Letter | Published:

Collapse and rapid resumption of Atlantic meridional circulation linked to deglacial climate changes

Nature volume 428, pages 834837 (22 April 2004) | Download Citation

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Abstract

The Atlantic meridional overturning circulation is widely believed to affect climate. Changes in ocean circulation have been inferred from records of the deep water chemical composition derived from sedimentary nutrient proxies1, but their impact on climate is difficult to assess because such reconstructions provide insufficient constraints on the rate of overturning2. Here we report measurements of 231Pa/230Th, a kinematic proxy for the meridional overturning circulation, in a sediment core from the subtropical North Atlantic Ocean. We find that the meridional overturning was nearly, or completely, eliminated during the coldest deglacial interval in the North Atlantic region, beginning with the catastrophic iceberg discharge Heinrich event H1, 17,500 yr ago, and declined sharply but briefly into the Younger Dryas cold event, about 12,700 yr ago. Following these cold events, the 231Pa/230Th record indicates that rapid accelerations of the meridional overturning circulation were concurrent with the two strongest regional warming events during deglaciation. These results confirm the significance of variations in the rate of the Atlantic meridional overturning circulation for abrupt climate changes.

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Acknowledgements

This study was improved by assistance and input from O. Marchal, M. Bacon, W. Curry, L. Labeyrie, R. Anderson, N. Ohkouchi and T. Eglinton. Technical expertise was provided by A. Fleer, E. Roosen, L. Zou, S. Manganini, E. Frank, L. Ball, D. Schneider, I. Grigorov, S. Benetti, M. Jeglinski and A. Edwards. Support for this research was provided in part by the US-NSF OCE and INT programmes, the France CNRS, WHOI-OCCI and Mellon awards, and the Comer Science and Education Foundation.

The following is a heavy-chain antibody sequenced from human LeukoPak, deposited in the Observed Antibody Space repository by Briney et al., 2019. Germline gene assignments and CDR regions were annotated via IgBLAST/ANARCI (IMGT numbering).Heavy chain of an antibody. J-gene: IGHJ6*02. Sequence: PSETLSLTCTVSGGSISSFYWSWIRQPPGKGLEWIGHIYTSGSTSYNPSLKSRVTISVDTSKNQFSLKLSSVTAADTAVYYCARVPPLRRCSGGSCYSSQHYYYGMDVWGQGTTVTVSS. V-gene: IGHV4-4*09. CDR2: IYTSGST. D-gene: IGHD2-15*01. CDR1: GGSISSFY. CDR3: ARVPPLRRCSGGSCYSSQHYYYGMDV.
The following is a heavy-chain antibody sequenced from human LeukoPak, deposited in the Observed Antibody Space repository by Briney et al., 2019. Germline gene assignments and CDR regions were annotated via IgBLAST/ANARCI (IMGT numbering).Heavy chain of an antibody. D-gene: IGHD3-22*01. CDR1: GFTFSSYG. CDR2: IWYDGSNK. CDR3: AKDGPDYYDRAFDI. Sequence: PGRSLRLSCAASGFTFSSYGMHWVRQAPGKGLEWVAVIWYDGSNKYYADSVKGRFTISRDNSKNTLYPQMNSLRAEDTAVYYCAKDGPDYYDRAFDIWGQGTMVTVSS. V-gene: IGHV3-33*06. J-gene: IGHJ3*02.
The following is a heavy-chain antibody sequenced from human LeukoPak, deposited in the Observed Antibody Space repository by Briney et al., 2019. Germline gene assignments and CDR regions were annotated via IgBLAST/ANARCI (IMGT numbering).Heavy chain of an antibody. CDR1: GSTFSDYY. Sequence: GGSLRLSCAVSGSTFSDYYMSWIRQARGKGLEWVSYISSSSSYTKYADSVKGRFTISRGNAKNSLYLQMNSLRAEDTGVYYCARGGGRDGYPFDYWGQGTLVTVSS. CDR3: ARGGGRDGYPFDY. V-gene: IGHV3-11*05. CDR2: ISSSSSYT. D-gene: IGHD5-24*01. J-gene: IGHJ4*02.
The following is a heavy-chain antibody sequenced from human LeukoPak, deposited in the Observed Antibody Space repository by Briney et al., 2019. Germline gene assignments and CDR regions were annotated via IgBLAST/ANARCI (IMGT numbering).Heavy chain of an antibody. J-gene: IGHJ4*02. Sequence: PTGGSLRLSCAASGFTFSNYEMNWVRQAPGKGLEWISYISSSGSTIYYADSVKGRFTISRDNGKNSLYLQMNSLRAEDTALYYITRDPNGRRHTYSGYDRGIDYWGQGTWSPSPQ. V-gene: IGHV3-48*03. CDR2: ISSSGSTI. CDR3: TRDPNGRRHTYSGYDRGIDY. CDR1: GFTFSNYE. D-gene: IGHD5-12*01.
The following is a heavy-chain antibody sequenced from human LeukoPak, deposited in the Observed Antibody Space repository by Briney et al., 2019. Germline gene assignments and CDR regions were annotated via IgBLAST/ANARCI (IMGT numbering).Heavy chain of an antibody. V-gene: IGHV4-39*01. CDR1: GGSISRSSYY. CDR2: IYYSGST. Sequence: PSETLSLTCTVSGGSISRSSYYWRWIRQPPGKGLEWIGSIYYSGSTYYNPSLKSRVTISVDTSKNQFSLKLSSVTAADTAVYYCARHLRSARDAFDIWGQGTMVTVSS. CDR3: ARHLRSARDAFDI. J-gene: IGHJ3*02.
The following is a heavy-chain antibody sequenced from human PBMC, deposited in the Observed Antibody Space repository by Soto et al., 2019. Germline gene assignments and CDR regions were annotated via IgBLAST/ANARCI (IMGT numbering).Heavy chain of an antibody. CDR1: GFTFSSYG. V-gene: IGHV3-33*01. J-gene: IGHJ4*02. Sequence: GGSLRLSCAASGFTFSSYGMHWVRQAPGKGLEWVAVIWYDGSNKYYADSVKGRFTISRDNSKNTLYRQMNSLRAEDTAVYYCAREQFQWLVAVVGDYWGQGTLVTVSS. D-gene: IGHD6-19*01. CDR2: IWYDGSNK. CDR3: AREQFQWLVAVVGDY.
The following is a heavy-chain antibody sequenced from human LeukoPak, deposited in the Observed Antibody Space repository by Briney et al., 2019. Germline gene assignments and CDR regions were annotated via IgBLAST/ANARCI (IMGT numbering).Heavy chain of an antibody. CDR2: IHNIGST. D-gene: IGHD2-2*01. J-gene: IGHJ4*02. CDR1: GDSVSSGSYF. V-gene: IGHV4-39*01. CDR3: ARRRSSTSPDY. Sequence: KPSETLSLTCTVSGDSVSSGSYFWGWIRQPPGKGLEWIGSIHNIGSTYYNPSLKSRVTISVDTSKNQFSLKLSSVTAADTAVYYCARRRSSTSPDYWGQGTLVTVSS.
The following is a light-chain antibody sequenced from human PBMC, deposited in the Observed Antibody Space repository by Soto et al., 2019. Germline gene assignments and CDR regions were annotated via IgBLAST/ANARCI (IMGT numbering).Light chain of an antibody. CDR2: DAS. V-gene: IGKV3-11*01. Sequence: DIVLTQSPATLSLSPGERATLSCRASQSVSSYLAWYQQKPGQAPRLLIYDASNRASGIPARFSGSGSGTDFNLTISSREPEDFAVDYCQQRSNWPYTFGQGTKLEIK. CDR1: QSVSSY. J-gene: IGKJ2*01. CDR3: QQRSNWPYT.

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Affiliations

  1. Department of Geology and Geophysics, Woods Hole Oceanographic Institution, Woods Hole, Massachusetts 02543, USA

    • J. F. McManus
    •  & L. D. Keigwin
  2. Department of Marine Chemistry and Geochemistry, Woods Hole Oceanographic Institution, Woods Hole, Massachusetts 02543, USA

    • R. Francois
    •  & S. Brown-Leger
  3. Laboratoire des Sciences du Climat et de l'environnement, Domaine de CNRS, 91198 Gif-sur-Yvette, France

    • J.-M. Gherardi

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The authors declare that they have no competing financial interests.

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Correspondence to J. F. McManus.

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    Supplementary Table

    Accelerator mass spectrometer radiocarbon measurements and calibrated (calendar) ages.

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https://doi.org/10.1038/nature02494

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